Hundreds of children and young people will learn how to use a range of innovative techniques to promote good mental health through one of the largest studies in the world of its kind.
To mark Children’s Mental Health Week, the Education Secretary Damian Hinds announces that up to 370 schools in England will take part in a series of trials testing different approaches to supporting young people’s mental health.
Children will benefit from mindfulness exercises, relaxation techniques and breathing exercises to help them regulate their emotions, alongside pupil sessions with mental health experts. The study will run until 2021 and aims to give schools new, robust evidence about what works best for their students’ mental health and wellbeing.
Mr Hinds also confirmed the nine areas across the country that will trial new high-quality mental health assessments for young people entering care, helping them get the support they need to meet their individual needs at a time when they are more vulnerable.
Led by the Anna Freud National Centre for Children and Families in partnership with University College London, the school study is now in its second wave and recruiting more primary and secondary schools to join.
The trials are designed to explore the impact of different approaches at school, in recognition of the significant time children spend at school and the important role teachers can play in recognising changes in pupils’ behaviour or mood.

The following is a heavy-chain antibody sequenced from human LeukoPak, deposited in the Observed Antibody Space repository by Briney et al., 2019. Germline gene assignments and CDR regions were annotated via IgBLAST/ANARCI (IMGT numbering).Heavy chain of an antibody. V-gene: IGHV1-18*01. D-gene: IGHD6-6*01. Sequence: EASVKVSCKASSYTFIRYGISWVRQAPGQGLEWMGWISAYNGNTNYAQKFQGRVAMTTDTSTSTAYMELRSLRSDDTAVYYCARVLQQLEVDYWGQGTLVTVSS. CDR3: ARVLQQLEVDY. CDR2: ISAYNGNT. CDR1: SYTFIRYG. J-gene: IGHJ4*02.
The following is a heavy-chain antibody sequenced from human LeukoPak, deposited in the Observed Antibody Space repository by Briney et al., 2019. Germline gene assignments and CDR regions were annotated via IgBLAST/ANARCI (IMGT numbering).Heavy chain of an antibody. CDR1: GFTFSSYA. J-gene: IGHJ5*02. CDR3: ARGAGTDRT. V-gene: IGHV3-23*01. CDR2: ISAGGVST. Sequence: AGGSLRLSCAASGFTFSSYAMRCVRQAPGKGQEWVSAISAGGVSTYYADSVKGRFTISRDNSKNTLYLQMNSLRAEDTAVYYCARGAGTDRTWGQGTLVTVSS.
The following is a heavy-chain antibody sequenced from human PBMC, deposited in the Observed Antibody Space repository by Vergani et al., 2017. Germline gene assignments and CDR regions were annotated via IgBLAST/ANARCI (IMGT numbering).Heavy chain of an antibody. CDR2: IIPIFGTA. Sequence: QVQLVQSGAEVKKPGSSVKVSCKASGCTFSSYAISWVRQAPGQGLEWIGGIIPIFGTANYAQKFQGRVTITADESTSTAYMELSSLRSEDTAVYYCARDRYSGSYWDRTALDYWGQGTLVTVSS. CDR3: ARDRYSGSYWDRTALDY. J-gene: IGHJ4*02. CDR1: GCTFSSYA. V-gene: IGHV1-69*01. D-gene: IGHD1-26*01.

To explore what works in schools to support young people’s mental well-being, the trials will test five different approaches. These include:
- Two approaches focused on increasing awareness in secondary schools through short information sessions either led by a specialist instructor or by trained teachers. These include a set of tools to increase understanding of mental health and mental disorders among both pupils and teachers.
- Three approaches in primary and secondary schools that focus on lighter-touch approaches such as exercises drawn from mindfulness practice, breathing exercises and muscle relaxation techniques and recognising the importance of support networks including among their own peers.
The mental health assessment pilots, also run by the Anna Freud Centre, will look at providing improved mental health assessments for children entering the care system. Currently an estimated half of all children in care meet the criteria for a possible mental health disorder, compared to one in ten children outside the care system, so these pilots – backed by £1 million announced last year – will identify the mental health and broader wellbeing needs of these children, including whether a referral to a more specialist service is needed.
The areas include two of the Government’s Opportunity Areas Doncaster and the North Yorkshire Coast, where the programme will examine which professionals should be involved in the assessment and develop best practice that ensures every child’s individual needs are at the centre of the process.
The announcements build on the Government’s wider investment in support for children’s mental health in schools, including bringing in specialist support teams with the mental health trailblazers programme, to ensure every young person is given the tools to thrive despite challenges they may face growing up.